Go-ahead for new retail park in Preston

The 1.91-hectare build will be sandwiched in between the B6241 Eastway and the M55, to the west of the A6.
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A new retail park has got the green light to start development work in Preston.

It will see a small supermarket, six shops, a pub and a drive-thru café built in an area previously only used for agriculture and pasture.

At least 12 housing sites are under construction in the wider area which will ultimately bring 2,426 homes.

READ MORE>>> 'Preston has not got the infrastructure' - Locals have their say over new Preston retail park

A petition with 224 signatures was handed into Preston City Council (PCC) highlighting traffic woes and arguing the area is already gridlocked in an attempt to block the plans.

The 1.91-hectare build will be sandwiched in between the B6241 Eastway and the M55, to the west of the A6.

It is an area which was earmarked in the Local Plan for housing and 140 homes are being built in a scheme to the West of the vicinity.

Addressing councillors at the development meeting, applicant Matthew Symons of Hollins Eastway said: “Our original scheme was much bigger than what we are now proposing.

“After the appeal we went away and we came up with a scheme that could be deemed to replicate the local centre.“

He also told members that the build would create 132 jobs.

A similar outline planning application from the firm had been sent to the council in 2014 which featured plans for a bigger supermarket and included a petrol station.

It was refused by members and although the builders appealed the decision it was dismissed by an inspector.

Representing residents, Coun Rowena Edmondson appealed to members of the development committee to reject the revised application.

She said: “This will have a devastating effect on an already congested area.”

Although she conceded that the Broughton Bypass had improved the congestion she said it was “not enough to cope with a development on this scale.”

She added: “The roads are smaller and not coping with the current amount of traffic and this development will only make it worse.

“We currently already have Sainsbury’s Express and Aldi under construction.

“I seriously question the logic of the size of this development in this location.”

Before voting nine to four in favour of the scheme city councillors raised their concerns about the increase in traffic during a debate.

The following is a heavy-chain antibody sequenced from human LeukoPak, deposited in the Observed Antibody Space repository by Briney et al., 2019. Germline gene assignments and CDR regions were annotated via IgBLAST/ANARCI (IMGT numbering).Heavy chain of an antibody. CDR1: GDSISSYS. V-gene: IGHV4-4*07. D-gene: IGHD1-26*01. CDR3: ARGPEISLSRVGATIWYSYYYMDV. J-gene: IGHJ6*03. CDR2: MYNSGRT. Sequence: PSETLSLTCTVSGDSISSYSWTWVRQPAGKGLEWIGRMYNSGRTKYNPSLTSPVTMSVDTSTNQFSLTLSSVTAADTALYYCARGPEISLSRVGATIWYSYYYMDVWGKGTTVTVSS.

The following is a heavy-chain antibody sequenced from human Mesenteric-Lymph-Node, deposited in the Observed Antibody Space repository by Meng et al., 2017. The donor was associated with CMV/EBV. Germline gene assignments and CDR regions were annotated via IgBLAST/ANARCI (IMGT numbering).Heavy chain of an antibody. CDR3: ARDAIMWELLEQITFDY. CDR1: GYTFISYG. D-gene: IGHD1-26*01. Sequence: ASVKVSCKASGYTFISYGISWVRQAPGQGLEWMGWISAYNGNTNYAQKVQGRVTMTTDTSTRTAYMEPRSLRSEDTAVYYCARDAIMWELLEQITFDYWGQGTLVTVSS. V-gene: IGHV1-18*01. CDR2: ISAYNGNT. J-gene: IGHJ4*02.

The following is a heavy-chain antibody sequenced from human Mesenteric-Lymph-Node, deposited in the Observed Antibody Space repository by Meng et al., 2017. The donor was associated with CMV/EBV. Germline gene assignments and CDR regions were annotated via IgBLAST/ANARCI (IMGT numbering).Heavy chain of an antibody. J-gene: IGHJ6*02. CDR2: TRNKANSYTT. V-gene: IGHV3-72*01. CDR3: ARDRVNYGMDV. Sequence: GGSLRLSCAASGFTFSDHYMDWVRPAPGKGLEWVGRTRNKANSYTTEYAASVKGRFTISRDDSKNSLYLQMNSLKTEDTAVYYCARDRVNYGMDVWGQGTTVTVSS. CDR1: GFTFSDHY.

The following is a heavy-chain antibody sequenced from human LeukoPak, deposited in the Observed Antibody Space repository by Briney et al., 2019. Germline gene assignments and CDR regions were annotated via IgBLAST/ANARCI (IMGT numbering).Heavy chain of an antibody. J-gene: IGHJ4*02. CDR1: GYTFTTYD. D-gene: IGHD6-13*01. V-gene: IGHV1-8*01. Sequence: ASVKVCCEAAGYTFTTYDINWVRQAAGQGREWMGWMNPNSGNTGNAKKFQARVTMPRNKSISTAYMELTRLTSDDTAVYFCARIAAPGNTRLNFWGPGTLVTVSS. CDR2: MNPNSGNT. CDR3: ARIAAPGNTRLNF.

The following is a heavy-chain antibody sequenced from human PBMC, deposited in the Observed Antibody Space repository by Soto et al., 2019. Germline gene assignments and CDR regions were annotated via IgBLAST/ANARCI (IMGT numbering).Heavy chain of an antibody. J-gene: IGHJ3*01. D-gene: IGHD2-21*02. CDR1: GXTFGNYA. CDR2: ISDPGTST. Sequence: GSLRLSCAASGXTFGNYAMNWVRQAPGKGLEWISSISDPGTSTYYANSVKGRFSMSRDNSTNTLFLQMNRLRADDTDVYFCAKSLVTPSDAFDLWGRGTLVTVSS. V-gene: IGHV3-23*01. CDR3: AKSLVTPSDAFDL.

Coun Sue Whitham said: “I have some concerns about this option. It was originally marked as residential.

“We don’t have a five year supply at the moment and we are not building enough houses.

“The site next door to it didn’t have any affordable housing. We are short of affordable housing. There’s just none available for people to buy. It should be residential.”

In order to mitigate against the increase in traffic developers have outlined the number of properties within walking and cycling distance.

Hollins Eastway planning papers state: “The site [is] within easy walking and cycling distance of a significant number of existing and proposed dwellings.

“At present, there are approximately 1,826 dwellings within 1,200m walking distance of the site.

“When the proposed and approved development within the North West Strategic Location (NWPSL) is taken into account, this figure increases to approximately 2,251 dwellings within easy walking distance of the site.

“There are significantly more dwellings within easy cycling distance of the site, particularly given the vast amount development that is underway in the NWPSL.”

However, Coun Robert Jolliffe also expressing his concern about traffic congestion said that residents were very unlikely to walk to and from the shops carrying their groceries.

He also agreed with coun Whitham that the land should be dedicated to a residential development.

“Traffic is just is chaos. I just think this could be a victim of its own success. People are not going to cycle to the development.”

But coun Peter Moss said: “The application is before us now for the third time. I think we can gauge the enthusiasm for retail as opposed to residential.

“This does cause some concerns in terms of its location and traffic but there will be some pain in traffic until the infrastructure arrives.”

Planning documents from Hollins Eastway say the firm anticipates that the development could be built in two years.

At least 12 housing sites are under construction in the wider area which will ultimately bring 2,426 homes.

* Highways authority Lancashire County Council is bringing a major new road to link up Preston to the M55 motorway to ease congestion in the area.

Part of the Preston Western Distributor project will see a new roundabout come to nearby Lightfoot Lane, where it is meets Tabley Lane.

Because housing pays for infrastructure there is a time lag before facilities such as roads can be put in place.

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